Women get pregnant to both customers and boyfriends. Whilst some women wish to keep their babies and run away from the clubs, others abort or miscarry. If club owners or managers discover women are pregnant they either force abortions on them or return them, unsupported, to their home country. Abortions are often performed unsafely, either in abortion clinics in the camp towns or are self-induced by women through taking drugs. If in a clinic, club owners normally pay the cost of the abortion and the woman must repay this at an inflated price through her labour in the club. That is why many women self-abort. Alcoholism and drug abuse amongst the women are highly prevalent. Only two participants in this research said that they did not either drink or take drugs on a regular basis. The reasons the women drink are related to the sexual services they perform, loneliness, shame and depression. Women would drink and take drugs to forget, albeit temporarily, their life in Korea. Some women suffer from pre-existing illnesses such as ulcers and heart problems, which made them particularly vulnerable in their living and working circumstances in Korea (sleep deprivation, poor diet, lack of exercise apart from strip dancing on stage, substandard living conditions such as no hot water, and regular consumption of alcohol). Other women became sick or unhealthy as a result of these same conditions.

Some women are subject to a strict system of punishments (arbitrarily imposed verbal, physical and emotional/ psychological abuse of the women) and penalties (arbitrarily imposed fines, salary deductions and other payments exacted from the women). These punishments and penalties are most commonly meted out for “breaking club rules” or failing to meet drink quotas. In addition, women are often subject to the removal of some of their “privileges”, such as free time to go outside the club, holding of a cell phone or even being able to sit down at work if they break rules or do not meet drink quotas. Every participant in this research could recount some personal experiences of physical, sexual or verbal abuse whilst working in a US military camp town club in Korea, with some women experiencing all of these. 71 participants experienced repeated verbal abuse from one of their Korean bosses, which usually meant being yelled at by the club owner or Korean staff working in the club or, in some cases, their Korean promotion manager. Other participants were also regularly subject to verbal abuse by their customers, including 20 by Korean customers, 18 by migrant worker customers and 23 by GI customers. Many participants stated that they were also physically or sexually abused on a regular basis whilst working in the club. For participants who admitted that they experienced physical, sexual and emotional or psychological abuse on a regular basis, the person primarily responsible for inflicting this abuse was most commonly a Korean, primarily the owner or other employee at the club and secondly Korean customers. Although GIs were less commonly cited by participants as their primary abusers GI customers were still identified by many women as responsible for inflicting some of the abuse they experiences. Of the Korean owners who inflicted verbal, physical and emotional or psychological abuse on the women, the vast majority were female club owners and managers (the mamasans or ajummas in the clubs). Many of these Korean women were themselves engaged in prostitution in the clubs when younger and many are likely to have been victims of internal trafficking in the 1970s and 1980s in Korea.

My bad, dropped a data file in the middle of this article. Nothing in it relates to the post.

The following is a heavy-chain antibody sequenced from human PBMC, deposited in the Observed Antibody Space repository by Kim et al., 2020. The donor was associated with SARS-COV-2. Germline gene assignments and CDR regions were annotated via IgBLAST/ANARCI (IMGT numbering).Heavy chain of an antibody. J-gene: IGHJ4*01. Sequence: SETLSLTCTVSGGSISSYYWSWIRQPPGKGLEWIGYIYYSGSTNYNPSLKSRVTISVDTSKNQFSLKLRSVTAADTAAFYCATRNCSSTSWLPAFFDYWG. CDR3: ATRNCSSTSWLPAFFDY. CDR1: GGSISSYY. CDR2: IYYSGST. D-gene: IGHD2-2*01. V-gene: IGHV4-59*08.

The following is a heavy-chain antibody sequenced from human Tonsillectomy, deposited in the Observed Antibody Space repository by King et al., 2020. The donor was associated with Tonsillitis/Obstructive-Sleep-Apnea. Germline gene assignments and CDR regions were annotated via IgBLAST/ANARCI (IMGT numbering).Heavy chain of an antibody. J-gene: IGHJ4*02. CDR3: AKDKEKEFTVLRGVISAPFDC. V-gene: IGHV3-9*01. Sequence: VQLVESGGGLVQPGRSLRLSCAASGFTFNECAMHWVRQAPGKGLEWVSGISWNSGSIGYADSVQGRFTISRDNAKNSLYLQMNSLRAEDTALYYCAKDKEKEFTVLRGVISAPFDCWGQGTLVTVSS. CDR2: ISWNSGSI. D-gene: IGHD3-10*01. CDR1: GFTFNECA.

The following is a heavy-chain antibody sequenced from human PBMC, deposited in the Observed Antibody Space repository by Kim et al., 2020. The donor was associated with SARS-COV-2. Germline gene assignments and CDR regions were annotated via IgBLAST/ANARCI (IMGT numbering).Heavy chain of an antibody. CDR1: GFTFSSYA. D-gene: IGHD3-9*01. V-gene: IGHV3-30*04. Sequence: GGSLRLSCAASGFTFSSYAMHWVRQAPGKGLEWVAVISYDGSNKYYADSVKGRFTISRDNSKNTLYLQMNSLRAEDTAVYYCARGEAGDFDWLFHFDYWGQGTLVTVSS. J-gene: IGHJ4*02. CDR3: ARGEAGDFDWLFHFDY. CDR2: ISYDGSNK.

Only by beginning to understand these complexities in the system of trafficking of foreign women to US military bases in Korea can we begin to address the real needs of the women and the location of both the patterns and perpetrators of abuse to these women. In doing so we can begin to work towards overcoming the complex, transnational system of trafficking that compromises the health of the women and inflicts gendered violence and sexual abuse upon them.